At the ALPFA summit, which was specifically about recognizing successful Latina businesswomen and promoting more support for Latinas who were looking to follow a similar path, I got to witness a similar level of energy: a group of people who recognized that the road before them would be difficult, but excited about what lay ahead of them. During our wait for an Uber to the event, I asked Senator Chang-Díaz if she often did work with organizations that were more business-oriented. She said that she didn’t really, that the draw to this event for her was the Latina community, but then she told me about a new initiative that would foster collaboration between members of the Senate and businesspeople. This initiative is still pretty young so it has not yet accomplished anything of note, but she was very optimistic about its potential. I also asked her what her expectations were for the night, and she said that she was expecting for it to go pretty smoothly, “knock on wood,” because the crowd at the Summit was most likely going to be very supportive. Laughing, she told me she doubted anyone would start yelling at her for backing a given bill or motion… but that she knew to be prepared for anything. During the Q&A session at the summit, a man in the audience asked her what she considered to be the most difficult part of her political career, as a woman. She responded that it was “probably the same biggest challenge for men: [the] infinity of demands” that politicians face from the public. She proceeded to say that it was probably more intense for women, relating back to an earlier point on how women are often taught to be overly accommodating. She mentioned that it could be difficult to manage the psychology of often saying ‘no’ to people. This struggle was noticeable in the neighborhood council meeting as well, where the desire to help everyone who needs or wants it is met with the reality of limited time and assets. Of course, there are ways that politicians can be very resourceful. The first question for the panel in the summit was about power- how they defined it and what they considered their relationship to it to be. The Senator was asked for her opinion on power first, and she replied, “Well, it’s good to have some,” which prompted laughter from the audience. Then she said power doesn’t always look the way people tend to imagine it, and that it’s important to use many different “kinds of power we recognize.” She talked about her journey through two lost elections before she finally made the Senate, and how her power came from using whatever she had at her disposal. “Use what you have to get to where you need to go.” She reminded the audience that there was power in being creative, and being able to “invent something out of nothing.” Talking about one of her lost elections, she said, “even though we lost, it was a win because of how close we came,” and cited determination as a very great source of power.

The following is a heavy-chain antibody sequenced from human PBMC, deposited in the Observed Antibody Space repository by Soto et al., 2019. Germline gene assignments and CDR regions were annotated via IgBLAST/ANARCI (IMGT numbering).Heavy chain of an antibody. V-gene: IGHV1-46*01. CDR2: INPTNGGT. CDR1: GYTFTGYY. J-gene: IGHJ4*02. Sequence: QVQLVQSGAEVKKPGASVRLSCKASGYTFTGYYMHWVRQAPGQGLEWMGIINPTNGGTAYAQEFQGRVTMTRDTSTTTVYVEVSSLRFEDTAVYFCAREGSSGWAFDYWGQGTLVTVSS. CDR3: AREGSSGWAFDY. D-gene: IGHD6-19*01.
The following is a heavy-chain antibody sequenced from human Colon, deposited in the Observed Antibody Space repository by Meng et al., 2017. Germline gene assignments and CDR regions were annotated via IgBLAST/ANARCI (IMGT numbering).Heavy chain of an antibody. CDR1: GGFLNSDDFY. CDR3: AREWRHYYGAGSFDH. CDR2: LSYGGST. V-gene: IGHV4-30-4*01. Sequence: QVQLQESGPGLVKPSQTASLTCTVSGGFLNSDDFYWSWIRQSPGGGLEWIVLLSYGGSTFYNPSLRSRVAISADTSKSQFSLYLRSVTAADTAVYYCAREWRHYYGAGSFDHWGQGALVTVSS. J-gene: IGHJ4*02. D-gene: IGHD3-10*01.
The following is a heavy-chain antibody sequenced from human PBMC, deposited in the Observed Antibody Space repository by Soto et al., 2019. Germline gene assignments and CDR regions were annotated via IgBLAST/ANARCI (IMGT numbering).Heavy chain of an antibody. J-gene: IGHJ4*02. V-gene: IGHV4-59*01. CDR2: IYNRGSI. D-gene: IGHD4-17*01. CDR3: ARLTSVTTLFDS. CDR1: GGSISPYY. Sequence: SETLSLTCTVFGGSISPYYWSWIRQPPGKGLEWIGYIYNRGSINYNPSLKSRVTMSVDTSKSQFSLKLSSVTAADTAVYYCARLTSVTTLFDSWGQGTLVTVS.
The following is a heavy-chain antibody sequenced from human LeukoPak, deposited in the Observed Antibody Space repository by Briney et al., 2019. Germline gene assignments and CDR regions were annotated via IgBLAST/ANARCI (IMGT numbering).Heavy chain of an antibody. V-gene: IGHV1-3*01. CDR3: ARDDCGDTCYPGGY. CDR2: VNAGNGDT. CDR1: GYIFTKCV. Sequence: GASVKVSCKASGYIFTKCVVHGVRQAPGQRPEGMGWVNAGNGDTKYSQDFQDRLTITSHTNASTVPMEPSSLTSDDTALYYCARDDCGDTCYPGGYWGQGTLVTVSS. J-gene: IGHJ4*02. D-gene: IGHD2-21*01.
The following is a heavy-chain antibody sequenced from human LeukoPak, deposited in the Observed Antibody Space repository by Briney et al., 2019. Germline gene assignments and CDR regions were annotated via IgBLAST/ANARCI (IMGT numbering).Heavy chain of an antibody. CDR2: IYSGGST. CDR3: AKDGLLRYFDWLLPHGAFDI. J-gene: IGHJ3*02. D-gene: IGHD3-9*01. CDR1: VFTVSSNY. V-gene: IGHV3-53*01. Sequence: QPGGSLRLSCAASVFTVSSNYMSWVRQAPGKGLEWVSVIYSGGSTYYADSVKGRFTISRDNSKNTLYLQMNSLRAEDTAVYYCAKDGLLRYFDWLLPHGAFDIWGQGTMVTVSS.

There are many people in various offices who are genuinely kind, and very focused on creating a better environment for the people they represent. This was evident on large and small scales. After the ALPFA summit, the Senator and her assistant dropped me off close to home in their Lyft, and as I was leaving the car, the Senator asked me to email her when I got home, so that she could be certain I arrived safely. It’s clear that people in power do care.